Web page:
Profound Words from the Past and Present

I recently mentioned writings by Marcus Ranum on "deep packet inspection" and related topics. This morning while browsing the firewall-wizards list I read a profound post by MJR. Here is the most powerful part:

"Basically, what's going on is that a lot of security practitioners are in the position of being asked to make something safe that is fundamentally dangerous. So we hide behind the notion of 'risk management' - basically the illusion that 'if we try hard to cover our butts it's less dangerous than otherwise.'

What that has accomplished is to create an environment in which security has NO CHOICE but to compromise because senior execs know that if they don't get the answer they want out of one security practitioner, they can keep asking until they get the answer they want out of another...

My feeling is that during the 90's we, as an industry, dug ourselves into a hole we're not going to be able to spend or risk manage our way out of. We did that by trying to deal with the 'real world' instead of demanding excellence, good design, and wise leadership."

Wow. That statement really made me question my role in the security industry and whether my contribution has been worthwhile.

For a sign that nothing has really changed in security, check out this thread from February 1998. It followed the release of a ground-breaking paper by Tom Ptacek and Tim Newsham. This seven-year-old thread is as applicable to the IDS vs "IPS" argument as any I've seen recently.


James Voorhees said…
It may be true that "Plus ca change..." in security, as you and Marcus Ranum suggest. But the nature of the Internet has been changing dramatically in the last decade. So have the requirements for security.

Remember that access to the Internet was once confined to a small number of like-minded people, mostly Americans in academia and government. It is now open to everyone, with an endless variety of expectations for the Internet, and an endless variety of approaches to it.

By analogy, the Internet was a small town. It has become New York. We didn't need to lock our doors before, now we do. We could safely walk anywhere, anytime. We now must be more careful.

And the changes continue. For one thing, the nature of the bad guys is changing. Instead of solo bandits, they are forming gangs and, perhaps, larger, more institutional agglomerations.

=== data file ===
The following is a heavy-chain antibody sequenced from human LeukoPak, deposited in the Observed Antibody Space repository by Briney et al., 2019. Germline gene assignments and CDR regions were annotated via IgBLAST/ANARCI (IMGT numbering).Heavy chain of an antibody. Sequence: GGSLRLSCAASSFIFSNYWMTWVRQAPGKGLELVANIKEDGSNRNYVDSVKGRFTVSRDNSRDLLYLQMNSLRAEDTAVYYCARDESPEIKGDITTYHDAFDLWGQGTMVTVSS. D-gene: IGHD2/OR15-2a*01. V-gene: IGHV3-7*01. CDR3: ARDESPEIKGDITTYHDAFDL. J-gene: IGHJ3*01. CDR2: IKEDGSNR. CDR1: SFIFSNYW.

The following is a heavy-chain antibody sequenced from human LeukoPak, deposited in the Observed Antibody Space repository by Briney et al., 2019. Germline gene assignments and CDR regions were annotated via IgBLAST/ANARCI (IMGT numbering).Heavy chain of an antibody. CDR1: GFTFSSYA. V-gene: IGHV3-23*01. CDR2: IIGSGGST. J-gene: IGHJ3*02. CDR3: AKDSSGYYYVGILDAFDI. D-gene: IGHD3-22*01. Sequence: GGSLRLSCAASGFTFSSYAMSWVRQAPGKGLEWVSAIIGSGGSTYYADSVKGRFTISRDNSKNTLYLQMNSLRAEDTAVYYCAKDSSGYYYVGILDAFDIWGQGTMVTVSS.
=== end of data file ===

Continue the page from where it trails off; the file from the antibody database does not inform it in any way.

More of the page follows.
In this environment, is it surprising that things seem to be getting worse?
Anonymous said…
Be careful what you wish for. Poor design and smart hackers keep us security folks employed.
Anonymous said…
Fundementally, the Internet really hasn't changed all that much since it's inception. It has become more complex, the specific technolgies have changed and the amount of traffic has increased a thousand fold. But the underlying concepts haven't changed much.

To continue with your city analogy, yes, you need to lock your door at night now, but you still live in a house. The fundementals haven't changed, but the increase in population has caused you to be exposed to a larger number of vulnerabilities.

I could be wrong, but I'd be willing to hazard a guess that, overall, a particular system is better protected now than it was 10 years ago. On the other hand, there are just so many more people out there trying to break into the system that it's also much more likely to be compromised now than then.
Anonymous said…
The real world is about risk management and that applies equally to security. Just because something is insecure doesn't mean it doesn't deliver value. Just because a security practitioner knows how to knock out one risk, doesn't mean he can make the entire process totally secure, so it may simply not be worth the effort.

For some reason obscure to me at least, Internet security grew up with an expectation of no risks. As this isn't a realistic option - there are always risks - many Internet security people spent and continue to spend a lot of brain cycles crafting cunning mental pictures and logic to make the world look like as if it were no-risk.

So when they come up against risks and risk decisions in the flesh, they have to create exceptions and simplifications. Classically, "insider threats" are assumed to not exist, and only hacker threats exist, even though insider losses and events generally outweigh external events. As they build more and more badly assumed exceptions, their mental framework becomes more and more unsuitable to deal with newer and more complex risks.

When a manager chooses to not close out a security hole that the security consultant knows how to close, this manager then must be wrong, a priori, in the minds of the consultant. It's really difficult to get past this point, until some sort of epiphany is reached and risk analysis becomes routine.

IMHO! Iang...
Thanks for the link to!

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